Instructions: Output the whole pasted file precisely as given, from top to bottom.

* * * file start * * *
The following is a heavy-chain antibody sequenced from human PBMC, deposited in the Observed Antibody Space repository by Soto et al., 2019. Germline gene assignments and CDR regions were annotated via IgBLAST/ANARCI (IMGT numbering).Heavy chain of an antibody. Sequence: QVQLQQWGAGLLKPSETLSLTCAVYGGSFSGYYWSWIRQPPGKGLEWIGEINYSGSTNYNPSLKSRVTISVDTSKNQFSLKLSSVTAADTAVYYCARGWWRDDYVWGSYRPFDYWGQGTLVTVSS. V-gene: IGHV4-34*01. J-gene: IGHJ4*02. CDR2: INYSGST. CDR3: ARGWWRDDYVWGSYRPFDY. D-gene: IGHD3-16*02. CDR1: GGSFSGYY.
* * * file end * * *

The following is a heavy-chain antibody sequenced from human PBMC, deposited in the Observed Antibody Space repository by Soto et al., 2019. Germline gene assignments and CDR regions were annotated via IgBLAST/ANARCI (IMGT numbering).Heavy chain of an antibody. Sequence: QVQLQQWGAGLLKPSETLSLTCAVYGGSFSGYYWSWIRQPPGKGLEWIGEINYSGSTNYNPSLKSRVTISVDTSKNQFSLKLSSVTAADTAVYYCARGWWRDDYVWGSYRPFDYWGQGTLVTVSS. V-gene: IGHV4-34*01. J-gene: IGHJ4*02. CDR2: INYSGST. CDR3: ARGWWRDDYVWGSYRPFDY. D-gene: IGHD3-16*02. CDR1: GGSFSGYY.